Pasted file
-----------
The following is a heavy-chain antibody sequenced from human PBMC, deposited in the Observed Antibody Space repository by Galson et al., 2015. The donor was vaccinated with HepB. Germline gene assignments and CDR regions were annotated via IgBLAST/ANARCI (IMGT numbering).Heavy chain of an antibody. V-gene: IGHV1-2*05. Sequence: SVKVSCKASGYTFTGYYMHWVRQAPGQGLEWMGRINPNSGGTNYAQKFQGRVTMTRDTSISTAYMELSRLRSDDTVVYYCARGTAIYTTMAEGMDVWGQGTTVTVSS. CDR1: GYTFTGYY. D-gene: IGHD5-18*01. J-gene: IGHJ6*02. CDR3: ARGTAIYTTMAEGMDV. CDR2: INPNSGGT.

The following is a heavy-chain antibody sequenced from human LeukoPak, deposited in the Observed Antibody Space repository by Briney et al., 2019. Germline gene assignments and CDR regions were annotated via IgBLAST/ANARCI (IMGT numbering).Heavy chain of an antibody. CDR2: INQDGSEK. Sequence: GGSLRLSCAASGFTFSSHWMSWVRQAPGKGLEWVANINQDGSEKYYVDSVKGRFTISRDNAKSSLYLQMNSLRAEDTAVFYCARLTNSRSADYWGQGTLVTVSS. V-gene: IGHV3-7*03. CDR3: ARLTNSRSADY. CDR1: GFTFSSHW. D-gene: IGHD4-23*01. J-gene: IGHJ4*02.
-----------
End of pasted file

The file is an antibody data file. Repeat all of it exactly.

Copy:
The following is a heavy-chain antibody sequenced from human PBMC, deposited in the Observed Antibody Space repository by Galson et al., 2015. The donor was vaccinated with HepB. Germline gene assignments and CDR regions were annotated via IgBLAST/ANARCI (IMGT numbering).Heavy chain of an antibody. V-gene: IGHV1-2*05. Sequence: SVKVSCKASGYTFTGYYMHWVRQAPGQGLEWMGRINPNSGGTNYAQKFQGRVTMTRDTSISTAYMELSRLRSDDTVVYYCARGTAIYTTMAEGMDVWGQGTTVTVSS. CDR1: GYTFTGYY. D-gene: IGHD5-18*01. J-gene: IGHJ6*02. CDR3: ARGTAIYTTMAEGMDV. CDR2: INPNSGGT.

The following is a heavy-chain antibody sequenced from human LeukoPak, deposited in the Observed Antibody Space repository by Briney et al., 2019. Germline gene assignments and CDR regions were annotated via IgBLAST/ANARCI (IMGT numbering).Heavy chain of an antibody. CDR2: INQDGSEK. Sequence: GGSLRLSCAASGFTFSSHWMSWVRQAPGKGLEWVANINQDGSEKYYVDSVKGRFTISRDNAKSSLYLQMNSLRAEDTAVFYCARLTNSRSADYWGQGTLVTVSS. V-gene: IGHV3-7*03. CDR3: ARLTNSRSADY. CDR1: GFTFSSHW. D-gene: IGHD4-23*01. J-gene: IGHJ4*02.